Written by Ana Carolina Araújo
Source: Correio da Bahia, 03/08/2006
Translation into English: Shayna McHugh
[important]I found this article in the local Bahian newspaper, and I thought it’d be interesting to share. It offers a glimpse into a very different reality for capoeiristas from the one most of us experience.[/important]
Whoever passes through tourist areas such as the Mercado Modelo or the Terreiro de Jesus is used to seeing the capoeira rodas that form daily, attracting the tourists’ attention and monetary contributions. Few people, however, have the opportunity to get to know these artists, for whom August 3rd is reserved for the celebration of Capoeirista Day. In their majority, they are simple people who ended up making their hobby into a profession. Some are lucky enough to travel outside Brazil and build their careers, but the majority really struggles to win their daily bread.
The lower floor of the Mercado Modelo is the stage for one of the city’s oldest capoeira rodas. There, for over 50 years, there is not a single day without capoeira. Various mestres take turns performing with their groups, but people who show up occasionally can also enter the roda. Mestre Cacau is among the regulars. At 52 years old, he has 41 years of experience in capoeira. He arrived at the Mercado selling coffee. He would sit on a crate and serve coffee, and amused himself by watching the roda. “My brother already played and I would watch. Later I ended up learning, and I never left,” he says.
In capoeira, Mestre Cacau got married, had five children, and traveled to eleven countries. The only thing missing, he says, is being able to construct a shed in order to give classes. He is responsible for the collection and distribution of the money among the capoeiristas, but he preferred not to tell the amounts. “There are days when we eat steak. There are days when it’s bread and eggs,” he says. The money also comes from the photos taken by the tourists – which can cost R$2, R$3, and even R$10 – which adds a little more to the capoeiristas’ income. “In the roda, we don’t earn more than R$5 (translator’s note: about two and a half U.S. dollars),” says one of the capoeiristas, who preferred to remain anonymous.
A quick conversation with the capoeiristas of the Mercado reveals that the majority are poor, with a low level of education, and does not have stable jobs. Each one, however, deals with the situation in his own way. José Carlos Ferreira, known as Rasta, is 29 years old but living the hard life makes him appear older. He began capoeira for fun as a child. He even worked in the town hall at one point, but when he became unemployed, he had to seek alternatives. “It’s a life-saver for many people and for me as well. It would be really good if I had another, better job,” he confesses.
Every day, Ferreira wakes up at 8 AM, gets ready, and goes from the neighborhood of Lobato to the Commercial Center on foot (translator’s note: that’s at least an hour-and-a-half walk). According to him, it’s good for getting in shape, but his greater motivation is saving the R$3.40 he would otherwise spend on the bus fare. The work begins at 10 AM. The roda starts with few capoeiristas: one on the berimbau, one on the atabaque, one on the pandeiro, and about four others.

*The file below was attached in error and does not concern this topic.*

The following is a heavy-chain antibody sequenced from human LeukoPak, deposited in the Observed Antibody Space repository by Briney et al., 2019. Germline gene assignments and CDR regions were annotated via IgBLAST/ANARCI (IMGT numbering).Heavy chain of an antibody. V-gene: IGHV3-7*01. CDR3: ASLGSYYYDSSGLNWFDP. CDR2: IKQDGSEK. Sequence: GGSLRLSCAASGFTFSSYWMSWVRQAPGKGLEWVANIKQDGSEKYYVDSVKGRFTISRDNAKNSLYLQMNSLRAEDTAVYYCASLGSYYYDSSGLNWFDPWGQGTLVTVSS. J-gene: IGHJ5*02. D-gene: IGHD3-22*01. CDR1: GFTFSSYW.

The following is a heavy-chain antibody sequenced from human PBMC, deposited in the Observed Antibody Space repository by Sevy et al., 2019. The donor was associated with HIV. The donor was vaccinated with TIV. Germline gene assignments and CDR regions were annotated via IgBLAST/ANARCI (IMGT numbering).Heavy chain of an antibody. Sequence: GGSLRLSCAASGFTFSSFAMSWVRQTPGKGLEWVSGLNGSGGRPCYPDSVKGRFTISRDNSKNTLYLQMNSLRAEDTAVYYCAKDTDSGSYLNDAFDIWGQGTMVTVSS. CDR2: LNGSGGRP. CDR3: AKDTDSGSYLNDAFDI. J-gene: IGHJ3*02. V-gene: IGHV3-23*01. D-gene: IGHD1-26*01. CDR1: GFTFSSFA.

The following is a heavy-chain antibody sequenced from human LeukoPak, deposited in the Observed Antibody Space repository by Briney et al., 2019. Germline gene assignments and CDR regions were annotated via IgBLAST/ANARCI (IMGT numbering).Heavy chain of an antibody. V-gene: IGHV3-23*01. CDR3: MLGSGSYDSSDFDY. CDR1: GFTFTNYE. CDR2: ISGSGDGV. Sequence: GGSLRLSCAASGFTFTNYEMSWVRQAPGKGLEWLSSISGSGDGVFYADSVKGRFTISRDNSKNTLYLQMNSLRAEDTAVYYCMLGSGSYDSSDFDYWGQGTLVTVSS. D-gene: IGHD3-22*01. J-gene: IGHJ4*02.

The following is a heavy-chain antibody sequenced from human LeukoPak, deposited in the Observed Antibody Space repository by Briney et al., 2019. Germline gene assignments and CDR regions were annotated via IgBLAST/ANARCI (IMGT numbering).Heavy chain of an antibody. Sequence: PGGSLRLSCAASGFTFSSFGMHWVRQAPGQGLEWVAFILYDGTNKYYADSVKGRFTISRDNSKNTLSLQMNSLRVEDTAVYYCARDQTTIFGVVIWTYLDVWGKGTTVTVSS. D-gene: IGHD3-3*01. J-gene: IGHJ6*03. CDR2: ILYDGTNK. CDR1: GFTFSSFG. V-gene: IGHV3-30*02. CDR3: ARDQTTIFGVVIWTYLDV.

More capoeiristas arrive as the hours pass, and by noon the roda is large, with loud music, forming an enchanting spectacle. The only break is taken at 2:30 PM. Until then, Rasta alternates between playing berimbau and playing in the roda. “Then I stop, I eat lunch, and return at 3 PM for the last roda, which ends at 5 PM,” he says, as if this were nothing tiring. In general, he takes home about R$10 between tips and photographs. On a really good day, he manages R$15. “My real dream was to have an academy to teach children, but with what I earn, there’s no way for me to save up enough money.”
Learning on the city streets
“Capoeira is my job but not my profession.” With this phrase, 23-year-old Ruben de Jesus Lima, a nursing student, summarizes his relationship with capoeira. Like the majority of the capoeiristas of the Terreiro de Jesus, he hasn’t had an easy life. He and his four brothers were raised by their mother, who died last year. His older brothers married and left the house; the youngest one already has a son. Beija-flor (his name in capoeira) is proud of being the only one in his family to finish high school and fight to enter a profession.
His childhood and adolescence were lived on the streets, and he could have turned towards drugs and violence, but instead he became an apprentice. With his decision to practice capoeira and to study in school, Beija-flor ended up learning five languages, so he is able to teach the art to tourists. “The last place I gave classes was the Mauá Institute, where I worked with street kids,” he remembers.
A few weeks ago, Ruben Lima received the chance that everyone dreams of: a plane ticket to Spain and a guarantee of places for performances. The ticket was a present from a Spanish girlfriend, who wants him to travel there and marry her. “In order to live and work there I have to get married. I left my job, but I’m giving up. I don’t just want money; I want to be able to be myself.” He states that he would exchange life in Spain for a scholarship to finish his nursing course, a marriage with a woman of his choice, and a job where he could “help many people.”
With the same reality as the majority of his roda companions, Beija-flor looks towards a different future. When asked about his motives, he responds with conviction: “My mother educated me, but she didn’t teach me these things. I never talked with her about this. It was necessity that made me think this way. When I see an elderly person getting onto the bus to ask for spare change, I think ‘I don’t want to end up repeating that same story,‘” he says firmly.
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